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Laraaji in 2019
Laraaji in 2019
Background information
Birth nameEdward Larry Gordon
Also known asLaraaji Venus Nadabrahmananda[1][2]
Born1943 (age 79–80)
Philadelphia, United States
Instrument(s)Zither, hammered dulcimer, piano, violin, music sequencer, keyboards
Years active1979–present

Laraaji (born Edward Larry Gordon, 3 May 1943) is an American multi-instrumentalist specializing in piano, zither and mbira. His albums include the 1980 release Ambient 3: Day of Radiance, produced by Brian Eno as part of his Ambient series.

Early life and career[edit]

Born Edward Larry Gordon in Philadelphia,[2] he studied violin, piano, trombone and voice in his early years in New Jersey.[3] He attended Howard University, a historically black university in Washington, D.C., where he studied composition and piano.[4] After studying at Howard, he spent time in New York City pursuing a career as a stand-up comedian and actor, as well as playing Fender Rhodes electric piano in a jazz-rock band ‘Winds of Change’.[5]

In the early 1970s, he began to study Eastern mysticism and believed he'd found a new path for his music and his life. It was also at this time he bought his first zither from a local pawn shop. Converting it to an electronic instrument, he began to experiment using the instrument like a piano. By 1978, he developed enough skill to begin busking in the parks and on the sidewalks of New York. He favored the northeast corner of Washington Square Park, where he would improvise for hours on end with his eyes closed.[6]

The following year he was encountered by Brian Eno while playing in Washington Square Park,[7] who went on to produce his most widely recognized release, Ambient 3: Day of Radiance, the third installment of Brian Eno's Ambient series.[8] This was his first album released under the name of Laraaji.

This international exposure led to requests for longer versions of his compositions which he supplied to meditation groups on cassette tapes. It also resulted in an expansion of his mystic studies with such gurus as Swami Satchidananda and Shri Brahmananda Sarasvati, founder of the Ananda Ashram in Monroe, New York.[9]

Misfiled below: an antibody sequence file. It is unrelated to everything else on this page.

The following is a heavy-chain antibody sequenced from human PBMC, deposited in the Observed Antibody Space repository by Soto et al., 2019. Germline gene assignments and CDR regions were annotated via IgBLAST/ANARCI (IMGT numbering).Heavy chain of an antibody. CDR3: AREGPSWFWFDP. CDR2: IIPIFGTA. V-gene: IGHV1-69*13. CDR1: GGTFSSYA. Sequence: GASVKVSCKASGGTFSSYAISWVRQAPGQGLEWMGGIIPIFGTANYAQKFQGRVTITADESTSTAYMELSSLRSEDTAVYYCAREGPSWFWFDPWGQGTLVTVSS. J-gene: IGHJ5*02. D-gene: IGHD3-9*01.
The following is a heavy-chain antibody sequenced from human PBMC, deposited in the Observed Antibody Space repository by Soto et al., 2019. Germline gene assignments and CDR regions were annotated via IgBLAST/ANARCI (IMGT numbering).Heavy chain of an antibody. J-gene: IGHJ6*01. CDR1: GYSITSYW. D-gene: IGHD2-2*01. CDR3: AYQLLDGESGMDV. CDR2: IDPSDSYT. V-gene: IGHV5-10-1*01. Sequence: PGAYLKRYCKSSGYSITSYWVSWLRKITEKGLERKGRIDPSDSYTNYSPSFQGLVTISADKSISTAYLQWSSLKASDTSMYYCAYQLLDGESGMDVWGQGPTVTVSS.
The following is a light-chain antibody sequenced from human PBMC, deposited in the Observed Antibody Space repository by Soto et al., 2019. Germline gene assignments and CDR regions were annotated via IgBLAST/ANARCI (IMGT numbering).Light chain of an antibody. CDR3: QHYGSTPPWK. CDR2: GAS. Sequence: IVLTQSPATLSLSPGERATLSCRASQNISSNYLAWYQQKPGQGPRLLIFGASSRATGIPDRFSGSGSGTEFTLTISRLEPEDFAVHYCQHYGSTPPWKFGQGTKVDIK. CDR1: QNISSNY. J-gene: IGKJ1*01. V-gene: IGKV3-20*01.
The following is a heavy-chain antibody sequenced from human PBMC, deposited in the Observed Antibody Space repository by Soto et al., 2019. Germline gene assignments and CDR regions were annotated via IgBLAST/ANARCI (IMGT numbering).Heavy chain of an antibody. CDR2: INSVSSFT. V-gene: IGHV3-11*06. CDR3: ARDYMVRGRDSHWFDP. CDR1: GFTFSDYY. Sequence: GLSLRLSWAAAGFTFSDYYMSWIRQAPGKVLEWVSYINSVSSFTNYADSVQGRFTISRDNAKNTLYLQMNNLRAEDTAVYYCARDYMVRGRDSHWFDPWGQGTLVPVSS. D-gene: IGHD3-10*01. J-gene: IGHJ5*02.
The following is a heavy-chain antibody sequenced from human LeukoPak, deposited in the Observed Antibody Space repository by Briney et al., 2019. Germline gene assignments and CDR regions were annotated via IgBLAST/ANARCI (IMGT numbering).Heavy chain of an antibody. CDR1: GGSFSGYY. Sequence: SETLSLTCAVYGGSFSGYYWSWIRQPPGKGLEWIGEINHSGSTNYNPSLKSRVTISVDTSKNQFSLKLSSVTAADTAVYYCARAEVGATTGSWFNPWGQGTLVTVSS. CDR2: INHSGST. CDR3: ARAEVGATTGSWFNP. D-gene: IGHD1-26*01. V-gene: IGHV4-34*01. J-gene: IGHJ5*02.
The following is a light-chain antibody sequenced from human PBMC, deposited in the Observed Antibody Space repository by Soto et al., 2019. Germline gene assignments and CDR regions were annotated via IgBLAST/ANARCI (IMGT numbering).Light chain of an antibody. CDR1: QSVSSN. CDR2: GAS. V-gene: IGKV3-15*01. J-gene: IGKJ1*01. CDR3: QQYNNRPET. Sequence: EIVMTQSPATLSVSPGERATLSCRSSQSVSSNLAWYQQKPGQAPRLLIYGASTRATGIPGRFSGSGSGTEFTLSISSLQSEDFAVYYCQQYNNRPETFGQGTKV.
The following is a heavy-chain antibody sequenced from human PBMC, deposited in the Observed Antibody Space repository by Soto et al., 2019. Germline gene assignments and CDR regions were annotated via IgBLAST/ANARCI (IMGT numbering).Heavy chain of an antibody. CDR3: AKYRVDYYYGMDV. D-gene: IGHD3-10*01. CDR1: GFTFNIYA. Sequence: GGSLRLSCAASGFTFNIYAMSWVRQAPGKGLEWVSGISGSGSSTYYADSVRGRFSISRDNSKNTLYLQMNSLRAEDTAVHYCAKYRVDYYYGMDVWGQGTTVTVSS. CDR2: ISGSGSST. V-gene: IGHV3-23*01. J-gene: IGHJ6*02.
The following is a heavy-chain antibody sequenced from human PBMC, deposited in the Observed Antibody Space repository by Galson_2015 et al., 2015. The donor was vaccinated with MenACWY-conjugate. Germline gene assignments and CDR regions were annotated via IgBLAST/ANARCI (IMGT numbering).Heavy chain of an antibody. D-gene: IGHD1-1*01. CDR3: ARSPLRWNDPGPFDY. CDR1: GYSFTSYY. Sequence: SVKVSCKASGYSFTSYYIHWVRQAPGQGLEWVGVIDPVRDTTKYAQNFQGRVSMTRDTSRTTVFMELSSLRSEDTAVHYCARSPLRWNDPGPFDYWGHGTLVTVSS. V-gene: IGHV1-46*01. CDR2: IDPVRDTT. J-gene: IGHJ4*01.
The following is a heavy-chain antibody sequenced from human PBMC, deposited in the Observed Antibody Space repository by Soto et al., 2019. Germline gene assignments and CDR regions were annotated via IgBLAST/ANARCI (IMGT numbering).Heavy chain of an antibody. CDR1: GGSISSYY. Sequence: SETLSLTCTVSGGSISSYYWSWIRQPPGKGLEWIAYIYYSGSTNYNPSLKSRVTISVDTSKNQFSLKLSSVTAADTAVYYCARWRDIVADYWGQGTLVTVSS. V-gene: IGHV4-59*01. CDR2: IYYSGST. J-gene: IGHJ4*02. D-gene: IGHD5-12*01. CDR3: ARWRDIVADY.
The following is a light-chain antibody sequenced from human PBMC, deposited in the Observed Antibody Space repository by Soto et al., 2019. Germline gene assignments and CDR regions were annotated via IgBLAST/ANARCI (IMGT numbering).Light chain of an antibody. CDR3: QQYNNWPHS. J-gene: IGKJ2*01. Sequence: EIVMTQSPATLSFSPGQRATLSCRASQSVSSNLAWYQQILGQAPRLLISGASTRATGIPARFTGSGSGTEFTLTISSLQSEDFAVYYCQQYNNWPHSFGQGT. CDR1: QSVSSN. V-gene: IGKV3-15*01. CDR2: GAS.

In 2022, Laraaji joined with Medicine Singers—a group of Native American ritual performance artists in partnership with other artists—to play on their self-titled album.[10]

Laraaji started the Laughter Meditation Workshops, which he still presents around the globe.[11][when?]

Critical reception[edit]

In 2018, Pitchfork reviewing the reissue Vision Songs - Vol .1 said it was atypical of his having lyrics. They said the message rather than the singing or songs seemed to be the focus, but they came across as "new-age boilerplate".[12]


With others[edit]

See also[edit]


  1. ^ "Laraaji Nadananda". 2008. Retrieved September 14, 2015.
  2. ^ a b Petrusich, Amanda (March 2, 2023) [February 27, 2023]. "The Transcendence of Laraaji". The New Yorker. Vol. 99, no. 3. pp. 64–66. ISSN 0028-792X. Retrieved March 5, 2023.
  3. ^ "Laraaji - Biography". Billboard. Retrieved March 11, 2017.
  4. ^ Aref, Omar (June 21, 2009). "Ambient laughter". New Straits Times. ProQuest 272173874.
  5. ^ Galil, Leor. "Zither maestro Laraaji continues exploring musical paths no one else can see". Chicago Reader. Retrieved January 31, 2020.
  6. ^ Beta, Andy (August 21, 2015). "From Stand-Up Comic to Master of Trance Music". Wall Street Journal. ISSN 0099-9660. Retrieved January 31, 2020.
  7. ^ Mark Richardson (August 7, 2015). "Laraaji: All In One Peace Album Review". Pitchfork. Retrieved March 11, 2017.
  8. ^ Pattison, Louis (November 2015). "Ambient 3: Day Of Radiance". Uncut. ProQuest 1737438785.
  9. ^ "Legendary Musician Of Mysticism And Harlem Resident Laraaji (Video) – Harlem World Magazine". Retrieved June 28, 2022.
  10. ^ "Medicine Singers announce debut LP, share "Daybreak"". The FADER. Retrieved June 28, 2022.
  11. ^ "Laraaji: the Brian Eno of laughter | Music". The Guardian. February 20, 2015. Retrieved March 11, 2017.
  12. ^ a b "Laraaji: Vision Songs, Vol. 1". Pitchfork. Retrieved August 23, 2022.
  13. ^ Edward Larry Gordon - Celestial Vibration, retrieved August 23, 2022
  14. ^ Laraaji - Vision Songs - Vol. I, retrieved August 23, 2022
  15. ^ Laraaji - In A Celestial Water Garden, retrieved August 23, 2022
  16. ^ "Blues Control / Laraaji: FRKWYS Vol. 8". Pitchfork. Retrieved November 12, 2020.
  17. ^ a b "Laraaji:Sun Gong and Bring on the Sun". Pitchfork. Retrieved November 12, 2020.
  18. ^ a b "Laraaji:Sun Gong and Bring on the Sun review – shimmering sonic explorations". The Guardian. September 14, 2017. Retrieved November 12, 2020.
  19. ^ "Laraaji / Arji OceAnanda /Dallas Acid: Arrive Without Leaving". Pitchfork. Retrieved November 12, 2020.
  20. ^ "Laraaji, Merz and Shahzad Ismaily: Dreams of Sleep and Wakes of Sound — an experimental odyssey". July 5, 2019. Archived from the original on December 11, 2022. Retrieved November 12, 2020.
  21. ^ Lewis, John (June 21, 2019). "Merz/Laraaji/Ismaily: Dreams of Sleep and Wakes of Sound review". The%20Guardian. ISSN 0261-3077. Retrieved November 12, 2020.
  22. ^ "Laraaji: Sun Piano". Pitchfork. Retrieved November 12, 2020.
  23. ^ Lewis, John (July 10, 2020). "Miguel Atwood-Ferguson and Carlos Niño: Chicago Waves review". The Guardian. ISSN 0261-3077. Retrieved November 12, 2020.

External links[edit]